Roget's 21st Century Thesaurus, Third Edition Copyright © 2013 by the Philip Lief Group.

EXAMPLES FROM THE WEB FOR CYNIC

It was composed of a few overturned omnibuses; for the true Parisian is a cynic.

One may be a cynic; nevertheless that sort of music soon upsets one's stomach.

A cynic sends us a tip for the recruiting department of our army.

In 1783 he died the death of Diogenes, minus the wit of the cynic.

Suppose he is a cynic, it is to his interest to govern well.

Let no cynic obtrude other motives for that famous telegram.

As for Langham, the cynic within him was on the point of uncontrollable laughter.

Hence the fact, noted by a cynic, that it is the Mollycoddle who cuckolds the Red-blood.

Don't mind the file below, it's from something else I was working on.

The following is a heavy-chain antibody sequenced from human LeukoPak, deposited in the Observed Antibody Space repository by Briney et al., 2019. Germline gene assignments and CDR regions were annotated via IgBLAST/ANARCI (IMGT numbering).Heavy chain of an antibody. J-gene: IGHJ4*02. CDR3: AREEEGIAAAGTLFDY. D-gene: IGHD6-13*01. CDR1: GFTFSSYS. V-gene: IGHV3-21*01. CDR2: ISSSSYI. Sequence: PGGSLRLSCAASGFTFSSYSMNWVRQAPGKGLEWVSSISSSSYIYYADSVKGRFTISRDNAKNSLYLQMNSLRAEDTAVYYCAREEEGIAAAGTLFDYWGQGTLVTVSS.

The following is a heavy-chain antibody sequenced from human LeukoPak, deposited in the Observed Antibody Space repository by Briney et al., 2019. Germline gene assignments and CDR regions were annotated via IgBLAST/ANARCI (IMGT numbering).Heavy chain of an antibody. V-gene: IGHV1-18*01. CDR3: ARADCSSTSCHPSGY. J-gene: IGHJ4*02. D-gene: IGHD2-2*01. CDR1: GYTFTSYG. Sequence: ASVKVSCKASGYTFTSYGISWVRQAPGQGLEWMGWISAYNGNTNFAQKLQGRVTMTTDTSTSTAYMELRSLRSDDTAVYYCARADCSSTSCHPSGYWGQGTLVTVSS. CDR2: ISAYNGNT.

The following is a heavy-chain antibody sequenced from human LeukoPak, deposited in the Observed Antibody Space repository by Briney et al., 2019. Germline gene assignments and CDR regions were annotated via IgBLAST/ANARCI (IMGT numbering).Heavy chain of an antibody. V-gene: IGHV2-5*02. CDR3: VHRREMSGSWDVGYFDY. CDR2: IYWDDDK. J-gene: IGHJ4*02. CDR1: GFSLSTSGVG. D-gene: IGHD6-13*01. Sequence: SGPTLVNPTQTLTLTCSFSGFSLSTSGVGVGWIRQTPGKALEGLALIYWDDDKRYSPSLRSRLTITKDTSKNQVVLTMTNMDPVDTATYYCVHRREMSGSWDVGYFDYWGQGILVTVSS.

But smileless, the cynic departed, and Flamby looked after him without regret.

He rarely smiled, and when he did it was the smile of the cynic and misanthrope.

WORD ORIGIN

mid-16c., in reference to the ancient philosophy, from Greek kynikos "a follower of Antisthenes," literally "dog-like," from kyon (genitive kynos) "dog" (see canine). Supposedly from the sneering sarcasm of the philosophers, but more likely from Kynosarge "Gray Dog," name of the gymnasium outside ancient Athens (for the use of those who were not pure Athenians) where the founder, Antisthenes (a pupil of Socrates), taught. Diogenes was the most famous. Popular association even in ancient times was "dog-like" (Lucian has kyniskos "a little cynic," literally "puppy"). Meaning "sneering sarcastic person" is from 1590s.

MORE RELATED WORDS FOR CYNIC

Roget's 21st Century Thesaurus, Third Edition Copyright © 2013 by the Philip Lief Group.